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The School Board of Levy County unanimously voted on Tuesday to change the language of the school district’s contract with the Levy County Education Association, altering it so that automatic salary step increases for teachers and employees will now be negotiated annually.
Both sides argued their cases before the board during an impasse hearing at the School Board’s offices in Bronson. The decision alters an agreement that has been in place for 30 years in the school district.
Following the hearing, Superintendent Bob Hastings said the decision was difficult, but necessary in a tough economic climate.
“This was just a prudent way of addressing our economic times,” Hastings said. “I don’t believe there’s a superintendent in the state that doesn’t want to give raises and be in a position to honor steps or bonuses, or whatever they can. I love the teachers and the ESPs and think highly of the job they do. It hurts me that I can’t give them more money, but the economic times dictate what I can do.”
Before, the salary steps were automatically given to teachers and other district employees based on their place in the school district’s salary schedule. Historically, 1 percent of the total salary budget, or about $380,000, was given automatically every fiscal year. The teachers’ union was negotiating for about $270,000 that went out to its members. Teachers and employees at the top of the pay scale were not given step increases in pay.
With Tuesday’s decision, this money will now have to be negotiated annually between the school board and the union. The school board stated that the decision does not deny the step increases for teachers, but makes so they can be distributed when it is financially feasible.
“It’s a dark day for Levy County,” LCEA President Cindy Roach said. “It’s a dark day for students, and it’s a dark day for teachers. … We work hard for our students, but we also want to be respected.”
During the hearing, Roach stated that the district did not provide ample evidence that it was in a financial emergency. She said that from 2009-2010, the district’s general fund increased from $2.2 million to $3.6 million, and the additional quarter millage rate, approved earlier this month, would bring in an additional $767,000 for 2010-2011.
With the expected addition of funds from the federal Race to the Top program, School Improvement Grants and a federal jobs bill, the district could afford to keep the automatic steps.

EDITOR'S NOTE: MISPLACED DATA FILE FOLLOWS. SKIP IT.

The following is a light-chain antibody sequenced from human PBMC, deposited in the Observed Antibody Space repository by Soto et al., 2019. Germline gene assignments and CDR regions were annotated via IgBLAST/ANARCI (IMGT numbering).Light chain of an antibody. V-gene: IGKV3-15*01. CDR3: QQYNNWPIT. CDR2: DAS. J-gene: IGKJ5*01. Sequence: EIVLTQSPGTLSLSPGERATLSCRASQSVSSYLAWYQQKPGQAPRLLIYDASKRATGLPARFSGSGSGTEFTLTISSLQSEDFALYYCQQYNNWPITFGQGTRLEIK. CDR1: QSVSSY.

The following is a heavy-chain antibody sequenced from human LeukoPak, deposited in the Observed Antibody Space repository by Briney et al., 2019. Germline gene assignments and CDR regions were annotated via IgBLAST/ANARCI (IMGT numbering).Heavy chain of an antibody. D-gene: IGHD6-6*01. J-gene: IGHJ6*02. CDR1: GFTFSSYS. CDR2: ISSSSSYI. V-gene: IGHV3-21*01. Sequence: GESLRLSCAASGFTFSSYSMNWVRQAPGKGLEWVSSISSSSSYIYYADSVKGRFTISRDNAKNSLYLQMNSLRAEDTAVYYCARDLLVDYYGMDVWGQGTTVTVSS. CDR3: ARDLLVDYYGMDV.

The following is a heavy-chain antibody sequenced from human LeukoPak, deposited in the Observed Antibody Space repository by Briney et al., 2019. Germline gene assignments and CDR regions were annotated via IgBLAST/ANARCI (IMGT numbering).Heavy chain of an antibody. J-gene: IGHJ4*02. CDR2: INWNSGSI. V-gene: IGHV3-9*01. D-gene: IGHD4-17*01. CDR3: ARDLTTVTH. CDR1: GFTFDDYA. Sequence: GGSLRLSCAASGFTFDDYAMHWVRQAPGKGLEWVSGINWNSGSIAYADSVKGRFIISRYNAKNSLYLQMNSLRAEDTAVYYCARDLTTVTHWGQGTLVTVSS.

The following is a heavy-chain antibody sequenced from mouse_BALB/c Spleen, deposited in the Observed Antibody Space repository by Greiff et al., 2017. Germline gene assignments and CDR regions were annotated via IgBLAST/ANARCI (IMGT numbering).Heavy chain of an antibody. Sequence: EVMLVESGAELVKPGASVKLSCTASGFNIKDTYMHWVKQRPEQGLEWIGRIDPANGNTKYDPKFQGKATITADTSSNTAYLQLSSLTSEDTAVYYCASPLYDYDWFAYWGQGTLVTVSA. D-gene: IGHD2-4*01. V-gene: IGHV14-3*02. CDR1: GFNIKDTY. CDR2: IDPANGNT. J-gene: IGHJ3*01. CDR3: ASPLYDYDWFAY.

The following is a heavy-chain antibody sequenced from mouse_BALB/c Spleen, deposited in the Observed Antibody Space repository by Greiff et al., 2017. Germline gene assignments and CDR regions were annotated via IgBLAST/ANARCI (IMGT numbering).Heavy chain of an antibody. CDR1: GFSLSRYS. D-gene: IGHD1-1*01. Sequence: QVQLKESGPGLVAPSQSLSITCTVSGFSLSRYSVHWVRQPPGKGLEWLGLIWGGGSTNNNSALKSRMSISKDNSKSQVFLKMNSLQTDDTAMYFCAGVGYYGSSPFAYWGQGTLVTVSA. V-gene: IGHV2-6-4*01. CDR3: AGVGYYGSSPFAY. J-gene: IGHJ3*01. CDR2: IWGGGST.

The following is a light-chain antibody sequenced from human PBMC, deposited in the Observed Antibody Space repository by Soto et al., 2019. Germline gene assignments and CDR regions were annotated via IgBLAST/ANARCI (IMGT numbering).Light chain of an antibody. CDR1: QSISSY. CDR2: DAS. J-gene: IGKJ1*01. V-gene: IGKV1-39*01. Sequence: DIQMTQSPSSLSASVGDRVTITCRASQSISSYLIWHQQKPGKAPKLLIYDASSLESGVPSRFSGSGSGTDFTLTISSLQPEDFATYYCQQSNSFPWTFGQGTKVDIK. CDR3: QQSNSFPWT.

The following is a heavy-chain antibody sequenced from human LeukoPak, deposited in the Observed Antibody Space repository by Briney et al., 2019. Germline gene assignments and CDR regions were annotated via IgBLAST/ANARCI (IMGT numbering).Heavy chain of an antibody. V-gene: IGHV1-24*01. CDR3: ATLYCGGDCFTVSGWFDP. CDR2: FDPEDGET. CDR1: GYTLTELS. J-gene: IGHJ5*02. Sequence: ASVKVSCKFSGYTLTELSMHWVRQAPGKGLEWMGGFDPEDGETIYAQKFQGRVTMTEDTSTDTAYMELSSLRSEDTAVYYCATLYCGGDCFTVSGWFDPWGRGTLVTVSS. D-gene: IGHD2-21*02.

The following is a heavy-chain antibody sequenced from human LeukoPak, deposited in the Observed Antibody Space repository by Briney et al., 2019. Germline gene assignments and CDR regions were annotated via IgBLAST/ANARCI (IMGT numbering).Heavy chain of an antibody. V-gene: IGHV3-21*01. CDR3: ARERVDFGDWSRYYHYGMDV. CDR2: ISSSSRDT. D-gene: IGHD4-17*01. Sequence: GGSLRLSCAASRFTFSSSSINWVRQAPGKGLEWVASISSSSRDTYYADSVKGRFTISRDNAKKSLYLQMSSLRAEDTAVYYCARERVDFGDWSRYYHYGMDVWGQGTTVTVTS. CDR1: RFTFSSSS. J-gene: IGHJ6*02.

Director of Finance Bob Clemons, representing the school district, said that starting in the 2011-2012 fiscal year, the district stands to lose about $5 million once funds from the stimulus package and state stabilization programs run out. He said $2.7 million in salaries were paid for by those programs instead of the general fund, which he said explains the increase in the general fund. Clemons’ presentation did not account for any future funds from Race to the Top or other programs.
In its presentation, the district added that declining property values, funds from the state and full-time student enrollment made it difficult to pay automatic increases in salary for employees.
Roach said the decision compounds on an already difficult situation for teachers. She referred to the decision as a “morale buster” that could hurt the county in the long term.
Both parties are operating under an agreement that was put in effect in 2008 and set to expire in 2011. Negotiations over the automatic step issue began July, 15, 2009, and an impasse was declared on March 26, 2010. A hearing with a special magistrate was held on May 5.
During the 6 1/2-hour meeting on May 5, the special magistrate, Dr. James Brady, said he shared the union’s concerns over staff morale, and that “to remove the assurance of such a 30-year-old contractual benefit must be justified by financial urgency."
“We’ve had a fairly good salary schedule that got people to the top fairly quickly,” Roach said. “Now, you may never reach the top in Levy County. In fact, we have teachers that are stuck in the (lower steps) that don’t get anything. Now, they could potentially be there their whole careers.
“To ensure a quality workforce, you need to have good working conditions and a paycheck that they can live on,” she added. “I’m not sure of that’s going to happen here anymore.”
Hastings took issue with the term “morale buster.”
“I really regret that they take that type of public stance,” he said. “I think that when you put out that type of rhetoric it leads to dissatisfaction, and an unclear understanding of where we actually are.”
But Hastings added that he did not view Tuesday’s decision by the board as a victory.
“In cases like this, there are no winners. Nobody wins. It’s a matter of just trying to be prudently fiscal with the state’s money and the taxpayers’ money, and keeping people employed and keeping children employed. That’s all we’re trying to do.”
Roach said the decision will have consequences in the classroom.
“Unfortunately, if teachers are stressed over paying bills and putting food on the table, you can’t help but have that stress come into the classroom,” Roach said. “It’ll be devastating.”
The changes will be placed in the next version of the labor agreement, which is still being developed.